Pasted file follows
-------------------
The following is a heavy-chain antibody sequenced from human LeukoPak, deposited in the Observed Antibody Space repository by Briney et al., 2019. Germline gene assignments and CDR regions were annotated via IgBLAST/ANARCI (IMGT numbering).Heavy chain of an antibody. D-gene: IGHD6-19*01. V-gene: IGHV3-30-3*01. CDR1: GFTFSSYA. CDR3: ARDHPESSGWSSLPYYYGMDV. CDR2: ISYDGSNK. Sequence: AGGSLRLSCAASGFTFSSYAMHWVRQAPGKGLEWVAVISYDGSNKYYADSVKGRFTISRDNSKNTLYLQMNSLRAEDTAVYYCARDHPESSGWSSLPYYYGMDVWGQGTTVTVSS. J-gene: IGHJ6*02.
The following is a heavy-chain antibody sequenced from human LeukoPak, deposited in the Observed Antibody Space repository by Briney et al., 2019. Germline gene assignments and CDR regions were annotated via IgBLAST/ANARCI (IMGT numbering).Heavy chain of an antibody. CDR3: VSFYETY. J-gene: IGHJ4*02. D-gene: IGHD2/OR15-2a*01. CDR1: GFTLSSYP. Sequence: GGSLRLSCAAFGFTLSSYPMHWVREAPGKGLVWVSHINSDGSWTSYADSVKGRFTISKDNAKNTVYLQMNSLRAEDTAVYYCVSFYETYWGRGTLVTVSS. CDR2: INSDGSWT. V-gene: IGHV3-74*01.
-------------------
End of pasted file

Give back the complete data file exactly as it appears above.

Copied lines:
The following is a heavy-chain antibody sequenced from human LeukoPak, deposited in the Observed Antibody Space repository by Briney et al., 2019. Germline gene assignments and CDR regions were annotated via IgBLAST/ANARCI (IMGT numbering).Heavy chain of an antibody. D-gene: IGHD6-19*01. V-gene: IGHV3-30-3*01. CDR1: GFTFSSYA. CDR3: ARDHPESSGWSSLPYYYGMDV. CDR2: ISYDGSNK. Sequence: AGGSLRLSCAASGFTFSSYAMHWVRQAPGKGLEWVAVISYDGSNKYYADSVKGRFTISRDNSKNTLYLQMNSLRAEDTAVYYCARDHPESSGWSSLPYYYGMDVWGQGTTVTVSS. J-gene: IGHJ6*02.
The following is a heavy-chain antibody sequenced from human LeukoPak, deposited in the Observed Antibody Space repository by Briney et al., 2019. Germline gene assignments and CDR regions were annotated via IgBLAST/ANARCI (IMGT numbering).Heavy chain of an antibody. CDR3: VSFYETY. J-gene: IGHJ4*02. D-gene: IGHD2/OR15-2a*01. CDR1: GFTLSSYP. Sequence: GGSLRLSCAAFGFTLSSYPMHWVREAPGKGLVWVSHINSDGSWTSYADSVKGRFTISKDNAKNTVYLQMNSLRAEDTAVYYCVSFYETYWGRGTLVTVSS. CDR2: INSDGSWT. V-gene: IGHV3-74*01.